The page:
On her website, Sandra shares some terrific tips for teachers on using DAISY'S DEFINING DAY (including a great exercise for introducing the concept of alliteration) with students to help children develop a lifelong love of language and begin to understand, even at a young age, the fun and power of words.  Plus helpful ideas for librarians on how to help readers associate the library with books but also the words that are in them.  

PRAISE: 
"Transitioning readers, particularly girls, will enjoy seeing Daisy navigate the familiar shoals of elementary school in this better-than-average early chapter book." - Kirkus Reviews


“This delightful book not only takes us into the everyday adventures of a wonderful character, but it also explores the ways in which words affect us, and sometimes seem to take on a life of their own. Through Daisy, young readers will discover that words are not just inanimate things sitting on a page, they have the power to make people happy or sad. They can inspire and excite people, and they are full of possibilities.”– Through the Looking Glass (for DAISY'S PERFECT WORD)
“Daisy loves words. She collects them like squirrels collect nuts, ever eager to store her selections in her green notebook with purple polka dots . . . Daisy’s irrepressible but realistic enthusiasm for life is charming and irresistible. Her story is a perfect next step for children who have outgrown Jane O’ Connor’s “Fancy Nancy” books but aren’t quite ready for Andrew Clements’s Frindle.” – School Library Journal (for DAISY'S PERFECT WORD)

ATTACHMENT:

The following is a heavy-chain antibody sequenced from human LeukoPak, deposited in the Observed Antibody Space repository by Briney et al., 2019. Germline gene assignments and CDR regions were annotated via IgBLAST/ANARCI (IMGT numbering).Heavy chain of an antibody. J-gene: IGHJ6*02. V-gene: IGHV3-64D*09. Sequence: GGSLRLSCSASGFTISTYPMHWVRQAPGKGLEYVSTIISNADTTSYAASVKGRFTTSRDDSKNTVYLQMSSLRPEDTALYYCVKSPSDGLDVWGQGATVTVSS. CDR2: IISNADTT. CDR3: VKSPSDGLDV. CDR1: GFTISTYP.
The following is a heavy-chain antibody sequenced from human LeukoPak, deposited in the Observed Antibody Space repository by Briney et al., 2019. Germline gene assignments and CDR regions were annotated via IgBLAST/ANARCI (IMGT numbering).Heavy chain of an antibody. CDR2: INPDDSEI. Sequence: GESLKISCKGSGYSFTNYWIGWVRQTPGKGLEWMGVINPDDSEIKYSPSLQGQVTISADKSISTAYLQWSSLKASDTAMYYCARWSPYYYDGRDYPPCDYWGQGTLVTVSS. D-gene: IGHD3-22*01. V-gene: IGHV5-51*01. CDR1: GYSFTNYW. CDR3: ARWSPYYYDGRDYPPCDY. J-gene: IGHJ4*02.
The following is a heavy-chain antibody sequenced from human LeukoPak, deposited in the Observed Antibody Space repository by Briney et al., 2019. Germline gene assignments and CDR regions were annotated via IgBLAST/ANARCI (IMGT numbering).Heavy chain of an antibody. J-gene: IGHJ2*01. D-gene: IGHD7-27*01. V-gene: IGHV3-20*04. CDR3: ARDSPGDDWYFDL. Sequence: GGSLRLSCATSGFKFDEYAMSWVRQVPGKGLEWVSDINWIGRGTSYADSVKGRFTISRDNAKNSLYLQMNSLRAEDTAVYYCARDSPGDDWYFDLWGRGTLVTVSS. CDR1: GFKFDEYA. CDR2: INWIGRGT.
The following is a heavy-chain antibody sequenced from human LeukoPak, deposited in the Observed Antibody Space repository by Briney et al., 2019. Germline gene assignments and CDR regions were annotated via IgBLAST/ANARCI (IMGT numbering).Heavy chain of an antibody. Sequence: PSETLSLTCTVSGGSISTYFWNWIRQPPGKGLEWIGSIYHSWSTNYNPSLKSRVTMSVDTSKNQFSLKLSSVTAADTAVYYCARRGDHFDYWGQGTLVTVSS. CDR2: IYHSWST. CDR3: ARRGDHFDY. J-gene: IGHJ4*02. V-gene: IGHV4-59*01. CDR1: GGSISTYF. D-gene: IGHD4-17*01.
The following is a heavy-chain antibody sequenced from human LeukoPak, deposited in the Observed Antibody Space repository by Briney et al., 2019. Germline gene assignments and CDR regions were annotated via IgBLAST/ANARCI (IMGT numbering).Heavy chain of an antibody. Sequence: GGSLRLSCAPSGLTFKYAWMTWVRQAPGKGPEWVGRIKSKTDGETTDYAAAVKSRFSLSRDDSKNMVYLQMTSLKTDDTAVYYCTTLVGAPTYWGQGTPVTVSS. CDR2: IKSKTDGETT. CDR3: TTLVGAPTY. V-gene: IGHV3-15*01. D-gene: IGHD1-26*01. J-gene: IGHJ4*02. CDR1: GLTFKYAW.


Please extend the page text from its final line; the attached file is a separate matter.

Order your reviewer's copy now.

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7. SPIKE: The Mixed-Up Monster ▪ Picture book (non-fiction)



SPIKE:  The Mixed-Up Monster
by Susan Hood  illustrated by Melissa Sweet
Available now   Simon & Schuster/Paula Wiseman Books   Ages 3 - 8
Meet Spike, a lovable monster—and a real-life salamander—who’s looking for friends in this lively picture book that includes Spanish vocabulary.
Highly Commended for the 2013 Charlotte Zolotow Award (presented annually to the best picture book text by the Cooperative Children's Book Center)
Story:  Spike is a scary-looking salamander who keeps trying to frighten other animals—until he finds that using fear is not the best way to make friends. And since Spike lives in Mexico (he is an endangered species called the axolotl), this story is peppered with easy-to-understand Spanish words. In addition to a charming tale of friendship, this picture book contains nonfiction information about the axolotl and a Spanish/English glossary.  As the Bulletin for the Center for Children's Books writes, "use this in a lesson on unusual animals, Mexican fauna, or possibly include it in a monster-themed storytime to throw a nonfiction twist into that popular theme."